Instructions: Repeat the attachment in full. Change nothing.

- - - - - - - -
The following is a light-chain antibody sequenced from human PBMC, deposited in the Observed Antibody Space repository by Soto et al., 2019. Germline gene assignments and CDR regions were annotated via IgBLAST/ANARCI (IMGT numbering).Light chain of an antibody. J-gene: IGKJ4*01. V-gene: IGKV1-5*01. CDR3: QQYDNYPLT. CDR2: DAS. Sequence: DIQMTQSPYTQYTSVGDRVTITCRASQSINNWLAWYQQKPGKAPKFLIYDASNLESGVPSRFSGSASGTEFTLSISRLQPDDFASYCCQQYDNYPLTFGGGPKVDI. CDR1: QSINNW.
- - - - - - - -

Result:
The following is a light-chain antibody sequenced from human PBMC, deposited in the Observed Antibody Space repository by Soto et al., 2019. Germline gene assignments and CDR regions were annotated via IgBLAST/ANARCI (IMGT numbering).Light chain of an antibody. J-gene: IGKJ4*01. V-gene: IGKV1-5*01. CDR3: QQYDNYPLT. CDR2: DAS. Sequence: DIQMTQSPYTQYTSVGDRVTITCRASQSINNWLAWYQQKPGKAPKFLIYDASNLESGVPSRFSGSASGTEFTLSISRLQPDDFASYCCQQYDNYPLTFGGGPKVDI. CDR1: QSINNW.